Recently, I discovered a dead Black Racer laying on my neighbor's lawn with the back half of the snake's body stuffed down a narrow hole. Did my neighbor's dog kill the snake while it was leaving its burrow? Not likely. Then there was the fresh mound of dirt accumulating at the entrance of the hole. It appeared as though the cavity was dug by a subterranean creature large enough to eat a meter long snake--perhaps a large carnivorous mole that mistook the dead snake for an earthworm. A few minutes later, the snake twitched, and slowly, millimeter by millimeter, slid down the hole.
As I watched with a friend, a carrion beetle eventually emerged from beneath the snake. The beetle crawled under the serpent and lifted the corpse before dragging it underground. But wait! It is very difficult to stuff a limp snake into a narrow hole from above. Such a task requires pulling from below, which suggests that the beetle had an accomplice. To find out, I slowly removed the snake to entice all of the beetles out in the open. My experiment failed--only one very active and frustrated beetle showed itself (see photo).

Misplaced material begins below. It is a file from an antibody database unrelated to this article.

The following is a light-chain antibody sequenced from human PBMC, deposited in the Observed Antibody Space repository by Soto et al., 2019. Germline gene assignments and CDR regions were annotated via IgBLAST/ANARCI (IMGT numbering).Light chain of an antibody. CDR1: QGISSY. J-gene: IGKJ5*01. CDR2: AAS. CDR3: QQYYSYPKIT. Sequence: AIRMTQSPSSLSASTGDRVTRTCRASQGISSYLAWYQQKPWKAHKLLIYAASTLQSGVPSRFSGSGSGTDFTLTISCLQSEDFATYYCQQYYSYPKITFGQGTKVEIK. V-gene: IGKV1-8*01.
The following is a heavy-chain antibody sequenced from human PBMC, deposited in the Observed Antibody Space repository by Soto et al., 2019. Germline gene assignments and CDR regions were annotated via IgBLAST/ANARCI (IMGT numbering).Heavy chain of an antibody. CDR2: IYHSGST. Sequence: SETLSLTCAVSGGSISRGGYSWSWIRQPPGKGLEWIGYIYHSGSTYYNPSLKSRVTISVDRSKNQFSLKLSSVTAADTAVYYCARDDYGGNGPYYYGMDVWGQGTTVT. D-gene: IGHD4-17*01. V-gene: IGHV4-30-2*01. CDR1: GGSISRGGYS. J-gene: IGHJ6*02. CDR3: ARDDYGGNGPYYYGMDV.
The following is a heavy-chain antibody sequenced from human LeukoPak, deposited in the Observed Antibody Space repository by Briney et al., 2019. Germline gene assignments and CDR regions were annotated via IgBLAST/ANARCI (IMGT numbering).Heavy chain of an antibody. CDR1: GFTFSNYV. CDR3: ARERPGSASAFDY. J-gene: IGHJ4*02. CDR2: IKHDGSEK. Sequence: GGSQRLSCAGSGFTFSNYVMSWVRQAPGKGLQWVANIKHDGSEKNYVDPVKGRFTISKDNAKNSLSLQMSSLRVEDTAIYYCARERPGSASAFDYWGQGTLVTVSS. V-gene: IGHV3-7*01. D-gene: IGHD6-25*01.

As their name implies, carrion beetles survive and reproduce by eating dead animals, preferably after burying them. Once covered with dirt, a beetle can safely lay its eggs on a decomposing body, away from pesky flies.